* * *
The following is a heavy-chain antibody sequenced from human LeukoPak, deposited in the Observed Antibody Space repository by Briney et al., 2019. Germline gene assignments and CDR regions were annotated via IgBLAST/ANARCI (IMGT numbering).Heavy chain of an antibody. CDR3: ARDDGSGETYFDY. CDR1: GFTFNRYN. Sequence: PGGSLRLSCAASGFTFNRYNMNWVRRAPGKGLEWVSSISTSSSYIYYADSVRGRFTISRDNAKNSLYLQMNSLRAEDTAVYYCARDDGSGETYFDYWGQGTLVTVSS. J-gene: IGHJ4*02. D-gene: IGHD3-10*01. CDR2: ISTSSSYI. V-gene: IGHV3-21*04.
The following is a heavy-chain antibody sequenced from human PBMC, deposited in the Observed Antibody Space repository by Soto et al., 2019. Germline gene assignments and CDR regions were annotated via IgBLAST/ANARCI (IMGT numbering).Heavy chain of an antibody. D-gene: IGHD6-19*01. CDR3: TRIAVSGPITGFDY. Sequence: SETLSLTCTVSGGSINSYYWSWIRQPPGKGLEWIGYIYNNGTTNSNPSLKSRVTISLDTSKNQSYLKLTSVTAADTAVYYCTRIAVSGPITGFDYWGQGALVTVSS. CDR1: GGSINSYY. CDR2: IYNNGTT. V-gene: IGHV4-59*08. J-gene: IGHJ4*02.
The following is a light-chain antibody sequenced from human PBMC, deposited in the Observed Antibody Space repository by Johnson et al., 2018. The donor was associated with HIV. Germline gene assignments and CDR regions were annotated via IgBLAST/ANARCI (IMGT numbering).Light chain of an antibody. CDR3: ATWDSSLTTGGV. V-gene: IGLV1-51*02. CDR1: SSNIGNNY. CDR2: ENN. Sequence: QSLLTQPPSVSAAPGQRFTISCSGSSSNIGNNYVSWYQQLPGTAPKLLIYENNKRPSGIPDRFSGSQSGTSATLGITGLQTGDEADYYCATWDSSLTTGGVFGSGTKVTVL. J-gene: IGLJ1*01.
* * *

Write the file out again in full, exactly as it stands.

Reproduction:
The following is a heavy-chain antibody sequenced from human LeukoPak, deposited in the Observed Antibody Space repository by Briney et al., 2019. Germline gene assignments and CDR regions were annotated via IgBLAST/ANARCI (IMGT numbering).Heavy chain of an antibody. CDR3: ARDDGSGETYFDY. CDR1: GFTFNRYN. Sequence: PGGSLRLSCAASGFTFNRYNMNWVRRAPGKGLEWVSSISTSSSYIYYADSVRGRFTISRDNAKNSLYLQMNSLRAEDTAVYYCARDDGSGETYFDYWGQGTLVTVSS. J-gene: IGHJ4*02. D-gene: IGHD3-10*01. CDR2: ISTSSSYI. V-gene: IGHV3-21*04.
The following is a heavy-chain antibody sequenced from human PBMC, deposited in the Observed Antibody Space repository by Soto et al., 2019. Germline gene assignments and CDR regions were annotated via IgBLAST/ANARCI (IMGT numbering).Heavy chain of an antibody. D-gene: IGHD6-19*01. CDR3: TRIAVSGPITGFDY. Sequence: SETLSLTCTVSGGSINSYYWSWIRQPPGKGLEWIGYIYNNGTTNSNPSLKSRVTISLDTSKNQSYLKLTSVTAADTAVYYCTRIAVSGPITGFDYWGQGALVTVSS. CDR1: GGSINSYY. CDR2: IYNNGTT. V-gene: IGHV4-59*08. J-gene: IGHJ4*02.
The following is a light-chain antibody sequenced from human PBMC, deposited in the Observed Antibody Space repository by Johnson et al., 2018. The donor was associated with HIV. Germline gene assignments and CDR regions were annotated via IgBLAST/ANARCI (IMGT numbering).Light chain of an antibody. CDR3: ATWDSSLTTGGV. V-gene: IGLV1-51*02. CDR1: SSNIGNNY. CDR2: ENN. Sequence: QSLLTQPPSVSAAPGQRFTISCSGSSSNIGNNYVSWYQQLPGTAPKLLIYENNKRPSGIPDRFSGSQSGTSATLGITGLQTGDEADYYCATWDSSLTTGGVFGSGTKVTVL. J-gene: IGLJ1*01.